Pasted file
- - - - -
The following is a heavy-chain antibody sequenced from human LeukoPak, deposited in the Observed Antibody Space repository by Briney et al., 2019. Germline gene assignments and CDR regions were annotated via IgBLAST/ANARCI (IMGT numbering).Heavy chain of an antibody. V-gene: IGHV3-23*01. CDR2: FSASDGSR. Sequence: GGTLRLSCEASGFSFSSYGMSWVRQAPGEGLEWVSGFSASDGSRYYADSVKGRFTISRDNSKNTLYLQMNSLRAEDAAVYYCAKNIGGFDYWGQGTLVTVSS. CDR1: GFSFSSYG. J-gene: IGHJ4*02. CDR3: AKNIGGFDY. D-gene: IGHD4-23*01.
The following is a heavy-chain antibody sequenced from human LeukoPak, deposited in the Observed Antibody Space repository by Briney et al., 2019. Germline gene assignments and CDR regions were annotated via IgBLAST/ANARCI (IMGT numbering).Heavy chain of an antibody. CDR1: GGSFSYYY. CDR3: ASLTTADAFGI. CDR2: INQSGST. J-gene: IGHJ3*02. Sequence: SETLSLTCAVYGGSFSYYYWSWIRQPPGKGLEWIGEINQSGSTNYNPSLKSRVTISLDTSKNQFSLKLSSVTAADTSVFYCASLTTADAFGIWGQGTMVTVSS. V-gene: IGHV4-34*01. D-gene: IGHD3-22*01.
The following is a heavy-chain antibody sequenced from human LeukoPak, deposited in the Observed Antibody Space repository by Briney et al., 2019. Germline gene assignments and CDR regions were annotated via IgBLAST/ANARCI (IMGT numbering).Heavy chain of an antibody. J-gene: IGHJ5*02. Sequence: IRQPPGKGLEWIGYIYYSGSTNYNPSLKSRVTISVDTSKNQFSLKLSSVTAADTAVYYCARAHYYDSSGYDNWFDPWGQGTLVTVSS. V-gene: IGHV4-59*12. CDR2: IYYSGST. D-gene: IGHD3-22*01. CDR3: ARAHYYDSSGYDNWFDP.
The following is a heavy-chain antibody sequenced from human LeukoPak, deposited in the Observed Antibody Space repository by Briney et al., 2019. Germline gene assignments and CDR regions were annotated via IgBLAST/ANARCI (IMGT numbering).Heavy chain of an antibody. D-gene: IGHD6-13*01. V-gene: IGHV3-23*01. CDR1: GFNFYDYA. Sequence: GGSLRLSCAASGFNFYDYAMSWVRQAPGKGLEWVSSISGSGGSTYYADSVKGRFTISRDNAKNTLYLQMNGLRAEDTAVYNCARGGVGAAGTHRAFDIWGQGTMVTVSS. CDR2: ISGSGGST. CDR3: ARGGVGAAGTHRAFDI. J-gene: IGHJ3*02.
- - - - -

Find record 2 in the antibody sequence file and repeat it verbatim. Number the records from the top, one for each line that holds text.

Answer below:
The following is a heavy-chain antibody sequenced from human LeukoPak, deposited in the Observed Antibody Space repository by Briney et al., 2019. Germline gene assignments and CDR regions were annotated via IgBLAST/ANARCI (IMGT numbering).Heavy chain of an antibody. CDR1: GGSFSYYY. CDR3: ASLTTADAFGI. CDR2: INQSGST. J-gene: IGHJ3*02. Sequence: SETLSLTCAVYGGSFSYYYWSWIRQPPGKGLEWIGEINQSGSTNYNPSLKSRVTISLDTSKNQFSLKLSSVTAADTSVFYCASLTTADAFGIWGQGTMVTVSS. V-gene: IGHV4-34*01. D-gene: IGHD3-22*01.